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Updated October 2023

An endemic disease affecting both humans and animals, Nipah virus (NiV) infection is an emerging zoonosis prevalent in Southeast Asia. This virus, initially discovered in 1999, has the potential to spread to humans from animals such as pigs and bats. Given the recent outbreak of Nipah Virus in Kerala, India, the National Institute of Health (NIH) Pakistan has issued an advisory aimed at preventing the widespread transmission of the virus in Pakistan.

Read on as Wego details everything to know about the Nipah virus in Pakistan.

Nipah virus in Pakistan cases

Overall, Pakistan currently presents a low risk of Nipah virus infection. To date, no cases of the Nipah virus have been reported in either animals or humans within Pakistan. The National Institute of Health (NIH) in Pakistan has officially assessed the likelihood of Nipah virus (NiV) occurrence in Pakistan as low. Nevertheless, they have emphasized the need for heightened vigilance at all entry points across the country.

Several factors could potentially facilitate the emergence of the Nipah virus in Pakistan. These factors include the presence of the Pteropus giganteus species of bats, known natural hosts of the Nipah virus, international travel, and Pakistan’s extensive border with India, where outbreaks of the virus have been documented. Therefore, while the current risk remains low, maintaining vigilance and implementing preventive measures are imperative to ensure it stays that way.

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Nipah virus in Pakistan symptoms

Nipah virus symptoms typically manifest between 4 to 14 days after exposure to the virus. Infected individuals may experience a range of symptoms, from mild to severe. Common symptoms observed in individuals infected with the Nipah virus include:

  • fever
  • headache
  • respiratory problems (coughing and difficulty breathing)
  • symptoms of acute encephalitis
  • altered mental status
  • seizures
  • other neurological deficits

The case definition for Nipah Virus in Pakistan is categorized into three stages, as follows:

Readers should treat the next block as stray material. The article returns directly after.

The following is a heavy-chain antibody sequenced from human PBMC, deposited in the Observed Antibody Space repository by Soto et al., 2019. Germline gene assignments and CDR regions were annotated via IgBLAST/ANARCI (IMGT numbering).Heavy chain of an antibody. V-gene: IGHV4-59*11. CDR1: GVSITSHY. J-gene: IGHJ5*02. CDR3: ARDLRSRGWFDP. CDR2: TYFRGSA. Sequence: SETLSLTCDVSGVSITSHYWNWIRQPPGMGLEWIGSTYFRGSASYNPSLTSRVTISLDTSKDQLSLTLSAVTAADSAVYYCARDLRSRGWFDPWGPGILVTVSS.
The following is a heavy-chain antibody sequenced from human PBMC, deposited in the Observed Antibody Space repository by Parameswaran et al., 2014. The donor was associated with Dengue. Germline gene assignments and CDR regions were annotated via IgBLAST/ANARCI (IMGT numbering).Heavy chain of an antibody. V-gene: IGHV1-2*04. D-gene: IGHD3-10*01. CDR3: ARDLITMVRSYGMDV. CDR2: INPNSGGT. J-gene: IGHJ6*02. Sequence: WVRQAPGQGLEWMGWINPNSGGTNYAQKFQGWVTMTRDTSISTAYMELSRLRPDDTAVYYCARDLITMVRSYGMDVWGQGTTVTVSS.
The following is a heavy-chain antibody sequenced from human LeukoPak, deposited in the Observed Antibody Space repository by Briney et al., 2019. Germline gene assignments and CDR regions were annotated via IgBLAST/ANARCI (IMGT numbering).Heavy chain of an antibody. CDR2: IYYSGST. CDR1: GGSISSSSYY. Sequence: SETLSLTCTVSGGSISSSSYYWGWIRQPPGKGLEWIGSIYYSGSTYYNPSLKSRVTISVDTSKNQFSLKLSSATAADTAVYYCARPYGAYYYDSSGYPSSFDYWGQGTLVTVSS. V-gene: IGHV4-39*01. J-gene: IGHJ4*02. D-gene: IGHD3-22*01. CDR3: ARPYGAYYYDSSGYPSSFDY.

• Suspected Case: Individuals who exhibit Nipah Virus symptoms and/or have epidemiological connections, such as consuming raw dates and palm sap or traveling to Nipah-endemic areas.
  • Probable Case: Any suspected case with an epidemiological link or positive serological testing.
  • Confirmed Case: Any suspected or probable case with laboratory confirmation of the disease.

Nipah virus in Pakistan laboratory confirmation

Diagnosing Nipah Virus infection involves a series of laboratory procedures, including serology, histopathology, PCR (Polymerase Chain Reaction), and virus isolation. Samples should be collected every other day following infection for viral isolation and then processed in a designated containment facility. It is important to note that as of now, there is no licensed treatment available for Nipah virus infection. Consequently, providing supportive care remains crucial in managing the disease.

Nipah virus in Pakistan preventive measures

Preventing NiV infection presents a significant challenge since there is currently no approved vaccine available for either humans or animals. To reduce the risk of Nipah virus exposure and transmission, it is crucial to raise awareness about associated risk factors and implement preventive measures. These measures include:

  • active case finding: Vigilant surveillance to identify potential cases promptly
  • contact tracing: Identifying and monitoring individuals who have been in contact with confirmed or suspected cases
  • isolation and quarantine: Isolating confirmed cases and their close contacts to prevent further spread

In addition to these measures, it is essential to educate communities on proper fruit washing before consumption and discourage the consumption of partially eaten fruits.

Healthcare professionals should possess extensive knowledge of Nipah virus case definitions, signs, and symptoms. They should inquire about patients’ travel history when conducting examinations. If a patient is suspected or confirmed to have Nipah virus infection, standard infection control precautions must be strictly followed. Suspected Nipah Virus cases with relevant history should be referred to the Department of Virology at NIH, with prior notification to the CDC NIH.

Adopting a “One Health approach” involving collaboration and coordination across various sectors is vital for public health. Early detection requires the active participation of Points of Entry (particularly airports managed by Border Health Services), hospitals, clinicians, laboratory personnel (both in the public and private sectors), and livestock and dairy departments. Any suspected Nipah virus cases should be immediately reported to health authorities.

The Ministry of NHSRC/Public Health Emergency Operations Center is closely monitoring the situation and advises the public to remain calm. For further information or clarification, you can contact NIH through their email address: [email protected].


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